Take the internal combustion engine and computer-controlled automatic transmission that can be found in just about every single automobile sold in the past 50 years, add a complex electric motor, high-tech battery pack and a bunch more electronics to make them all play nicely together... and you've got a hybrid. When viewed in this manner, it comes as little surprise that repair costs might be a wee bit higher for a hybrid vehicle than for its conventional siblings ($182 on average higher, for what it's worth).

It's reportedly not just higher repair costs hybrid drivers will need to contend with, according to Mitchell International's Industry Trends. More and more hybrid vehicles are hitting the streets as automakers from Toyota to Porsche and everyone in between are introducing fuel-saving models. And that means these hybrids are traveling more miles than ever before, which in turn means more of their drivers will be turning in insurance claims.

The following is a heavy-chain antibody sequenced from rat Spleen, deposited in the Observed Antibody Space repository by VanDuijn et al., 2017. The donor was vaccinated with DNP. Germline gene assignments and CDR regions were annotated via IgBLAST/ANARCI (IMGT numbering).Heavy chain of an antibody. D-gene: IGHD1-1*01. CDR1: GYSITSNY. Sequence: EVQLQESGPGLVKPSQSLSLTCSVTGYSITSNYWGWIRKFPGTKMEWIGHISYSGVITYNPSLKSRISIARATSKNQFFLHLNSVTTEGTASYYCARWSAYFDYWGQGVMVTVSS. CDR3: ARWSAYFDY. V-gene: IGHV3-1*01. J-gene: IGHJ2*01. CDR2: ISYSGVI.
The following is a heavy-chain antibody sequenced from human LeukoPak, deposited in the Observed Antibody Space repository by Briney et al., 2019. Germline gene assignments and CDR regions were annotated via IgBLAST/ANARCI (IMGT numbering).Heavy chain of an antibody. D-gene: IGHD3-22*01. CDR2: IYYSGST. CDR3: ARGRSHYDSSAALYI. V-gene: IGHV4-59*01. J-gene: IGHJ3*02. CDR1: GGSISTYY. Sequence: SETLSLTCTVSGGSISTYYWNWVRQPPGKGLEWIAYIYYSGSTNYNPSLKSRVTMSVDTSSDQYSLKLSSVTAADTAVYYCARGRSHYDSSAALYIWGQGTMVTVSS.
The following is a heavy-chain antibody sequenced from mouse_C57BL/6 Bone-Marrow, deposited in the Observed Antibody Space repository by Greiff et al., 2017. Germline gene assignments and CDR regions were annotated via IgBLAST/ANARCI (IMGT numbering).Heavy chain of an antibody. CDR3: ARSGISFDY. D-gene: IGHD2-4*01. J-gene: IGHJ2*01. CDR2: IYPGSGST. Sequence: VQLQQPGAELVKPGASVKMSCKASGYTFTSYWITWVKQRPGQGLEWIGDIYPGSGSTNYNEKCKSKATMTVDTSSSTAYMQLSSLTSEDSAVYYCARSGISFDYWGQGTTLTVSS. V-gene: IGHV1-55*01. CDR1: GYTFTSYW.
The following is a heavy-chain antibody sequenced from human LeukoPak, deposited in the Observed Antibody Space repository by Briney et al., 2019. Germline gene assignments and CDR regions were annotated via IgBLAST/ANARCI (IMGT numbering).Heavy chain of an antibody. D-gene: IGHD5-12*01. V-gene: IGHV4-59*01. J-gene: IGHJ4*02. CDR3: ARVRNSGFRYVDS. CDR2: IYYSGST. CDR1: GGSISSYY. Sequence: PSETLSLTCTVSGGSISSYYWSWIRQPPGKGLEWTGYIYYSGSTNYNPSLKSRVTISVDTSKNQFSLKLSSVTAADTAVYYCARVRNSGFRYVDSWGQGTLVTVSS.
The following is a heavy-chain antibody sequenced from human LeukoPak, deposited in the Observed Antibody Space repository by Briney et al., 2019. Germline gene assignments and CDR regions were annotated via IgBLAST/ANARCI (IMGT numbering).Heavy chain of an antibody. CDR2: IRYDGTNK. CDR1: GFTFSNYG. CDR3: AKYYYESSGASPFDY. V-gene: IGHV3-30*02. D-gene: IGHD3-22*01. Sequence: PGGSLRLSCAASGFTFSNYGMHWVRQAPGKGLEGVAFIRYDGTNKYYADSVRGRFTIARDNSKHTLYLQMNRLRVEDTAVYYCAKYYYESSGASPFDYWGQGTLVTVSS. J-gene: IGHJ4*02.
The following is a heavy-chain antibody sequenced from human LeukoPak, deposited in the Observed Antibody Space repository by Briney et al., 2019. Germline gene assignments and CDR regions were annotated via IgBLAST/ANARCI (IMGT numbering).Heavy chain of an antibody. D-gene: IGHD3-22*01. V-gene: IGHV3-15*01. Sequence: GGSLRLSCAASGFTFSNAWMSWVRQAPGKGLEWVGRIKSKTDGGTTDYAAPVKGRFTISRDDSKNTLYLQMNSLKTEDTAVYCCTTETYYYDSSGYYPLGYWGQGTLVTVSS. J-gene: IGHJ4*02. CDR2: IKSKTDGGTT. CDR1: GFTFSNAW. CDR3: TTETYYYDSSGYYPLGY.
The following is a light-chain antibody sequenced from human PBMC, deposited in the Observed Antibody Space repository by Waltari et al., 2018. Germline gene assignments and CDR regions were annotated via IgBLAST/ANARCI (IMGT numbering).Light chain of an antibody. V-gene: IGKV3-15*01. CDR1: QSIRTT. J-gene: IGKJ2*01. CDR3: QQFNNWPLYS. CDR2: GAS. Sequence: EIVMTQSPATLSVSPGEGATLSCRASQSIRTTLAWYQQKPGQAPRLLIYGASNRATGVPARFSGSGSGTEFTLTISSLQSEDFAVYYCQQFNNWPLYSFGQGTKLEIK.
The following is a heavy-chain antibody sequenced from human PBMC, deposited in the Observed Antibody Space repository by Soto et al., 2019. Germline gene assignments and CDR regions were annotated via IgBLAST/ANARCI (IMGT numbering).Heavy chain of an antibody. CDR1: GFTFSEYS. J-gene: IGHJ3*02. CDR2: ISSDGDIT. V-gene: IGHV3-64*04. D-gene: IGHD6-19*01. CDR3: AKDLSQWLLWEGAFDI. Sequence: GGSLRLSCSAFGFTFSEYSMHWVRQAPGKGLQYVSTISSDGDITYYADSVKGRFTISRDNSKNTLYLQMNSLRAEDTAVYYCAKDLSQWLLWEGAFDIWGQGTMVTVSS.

Finally, since there are fewer third-party companies offering replacements parts for specialized hybrid components, work is often done at a dealership with higher labor rates than other repair shops. Add it all up and you can probably see where this is going... insurance rates for hybrid vehicles are expected to go up over the next several years. Sorry to be the bearers of bad news.

[Source: Mitchell International (PDF Link) via Green Car Reports]

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